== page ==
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countries such as New Zealand. Such activities help to bring revenue

into the program and allow it to continue without any increase in fees to growers or other taxpayers, explains Tesche. Board chairman Duane Ophus, in calling for a vote on the 2016 financial plan for the program, emphasized that this is the sixth year there has been no increase in its cost for growers, in part because it is generating revenue from outside to cover increased expenses. Reduced acreage has meant a 15 per cent drop in revenue for the program from levies, he said.

Another goal of the strategic plan approved by the board last year is capital replacement. The gamma cell used to irradiate moths so they mate ineffectually with wild moths, has been replaced using reserve funds set aside for that. It actually cost $400,000 less than was budgeted.

The other goals identified in the strategic plan were technical support and succession planning and staffing. The board also agreed to cooperate with the Canadian Food Inspection Agency, the agriculture ministry and the BCFGA to expand the apple maggot detection program through cost recovery by putting out traps and monitoring them while staff monitor for codling moth.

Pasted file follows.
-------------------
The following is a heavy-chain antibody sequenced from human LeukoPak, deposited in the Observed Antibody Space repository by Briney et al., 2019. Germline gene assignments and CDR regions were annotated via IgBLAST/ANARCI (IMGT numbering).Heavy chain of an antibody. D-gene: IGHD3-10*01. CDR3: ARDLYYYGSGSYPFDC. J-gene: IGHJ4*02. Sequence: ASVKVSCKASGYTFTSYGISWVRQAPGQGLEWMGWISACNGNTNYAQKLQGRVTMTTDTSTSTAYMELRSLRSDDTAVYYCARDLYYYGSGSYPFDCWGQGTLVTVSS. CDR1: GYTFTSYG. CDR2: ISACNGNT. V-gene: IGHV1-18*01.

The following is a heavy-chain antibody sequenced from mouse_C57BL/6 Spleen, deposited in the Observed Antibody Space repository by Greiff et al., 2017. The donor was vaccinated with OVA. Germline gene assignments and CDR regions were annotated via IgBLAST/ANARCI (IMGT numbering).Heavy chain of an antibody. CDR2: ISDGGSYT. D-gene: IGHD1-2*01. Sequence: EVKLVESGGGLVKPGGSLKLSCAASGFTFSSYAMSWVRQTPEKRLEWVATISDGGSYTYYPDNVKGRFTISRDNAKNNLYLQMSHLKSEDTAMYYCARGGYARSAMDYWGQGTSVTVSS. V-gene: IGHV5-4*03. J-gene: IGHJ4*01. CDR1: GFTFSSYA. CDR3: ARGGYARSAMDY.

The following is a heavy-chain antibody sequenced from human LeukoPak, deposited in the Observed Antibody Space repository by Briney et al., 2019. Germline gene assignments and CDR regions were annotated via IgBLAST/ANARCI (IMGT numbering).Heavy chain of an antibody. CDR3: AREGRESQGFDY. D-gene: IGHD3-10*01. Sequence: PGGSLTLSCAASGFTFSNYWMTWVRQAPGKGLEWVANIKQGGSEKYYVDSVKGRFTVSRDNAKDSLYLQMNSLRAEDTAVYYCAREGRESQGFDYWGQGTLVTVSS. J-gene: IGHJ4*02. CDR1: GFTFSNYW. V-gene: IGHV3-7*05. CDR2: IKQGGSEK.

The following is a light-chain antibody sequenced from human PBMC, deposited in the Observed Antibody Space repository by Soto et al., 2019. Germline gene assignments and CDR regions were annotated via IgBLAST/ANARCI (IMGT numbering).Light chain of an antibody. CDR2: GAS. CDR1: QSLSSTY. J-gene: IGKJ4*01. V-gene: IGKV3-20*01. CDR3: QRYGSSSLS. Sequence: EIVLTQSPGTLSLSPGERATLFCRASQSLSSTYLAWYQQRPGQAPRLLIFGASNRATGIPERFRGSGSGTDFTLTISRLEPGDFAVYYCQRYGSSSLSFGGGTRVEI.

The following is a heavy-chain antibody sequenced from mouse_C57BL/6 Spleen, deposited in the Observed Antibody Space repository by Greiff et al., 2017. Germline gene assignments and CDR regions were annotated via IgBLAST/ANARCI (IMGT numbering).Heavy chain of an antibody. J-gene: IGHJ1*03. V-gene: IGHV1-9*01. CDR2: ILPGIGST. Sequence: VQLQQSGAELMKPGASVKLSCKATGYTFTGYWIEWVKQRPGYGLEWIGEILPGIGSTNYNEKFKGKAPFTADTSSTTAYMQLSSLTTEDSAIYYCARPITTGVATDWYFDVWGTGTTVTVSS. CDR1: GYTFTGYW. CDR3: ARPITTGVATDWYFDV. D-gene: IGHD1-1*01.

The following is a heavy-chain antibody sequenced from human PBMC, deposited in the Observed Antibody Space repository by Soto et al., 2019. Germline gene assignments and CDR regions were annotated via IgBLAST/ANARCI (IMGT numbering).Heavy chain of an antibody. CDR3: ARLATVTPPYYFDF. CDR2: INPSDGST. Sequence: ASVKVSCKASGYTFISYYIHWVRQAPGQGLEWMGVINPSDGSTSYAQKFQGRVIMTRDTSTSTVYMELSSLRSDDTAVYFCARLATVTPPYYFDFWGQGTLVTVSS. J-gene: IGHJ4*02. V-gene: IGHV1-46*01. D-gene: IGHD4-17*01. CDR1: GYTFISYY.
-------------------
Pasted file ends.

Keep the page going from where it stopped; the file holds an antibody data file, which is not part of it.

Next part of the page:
As well it voted in favour of cooperating with the BCFGA and Summerland Research and Development Centre to trap for apple clearwing moth and put out mating disruption lures, on a cost recovery basis.

Program staff helped with the monitoring work in 2012 and 2014. Tesche spoke to growers at their convention, encouraging them to voice their desires for the future of the program. In response, one grower commented, “It’s much easier for us to sell our fruit at a premium price without pests.”

Tesche agreed, saying, “Many consumers want local fruit that’s grown in the most sustainable way possible. I can’t market your fruit, but I can help you keep the pests down and you can use that to market your fruit.

“It’s not if, but when other pests will arrive,” she added. “ Apple maggot is coming, and we need to be ready. Clearwing is here and next it could be brown marmorated stink bug. We need to figure out how to protect ourselves. Partnerships are key, but we need to leverage funding.”

British Columbia FRUIT GROWER • Spring 2016 23

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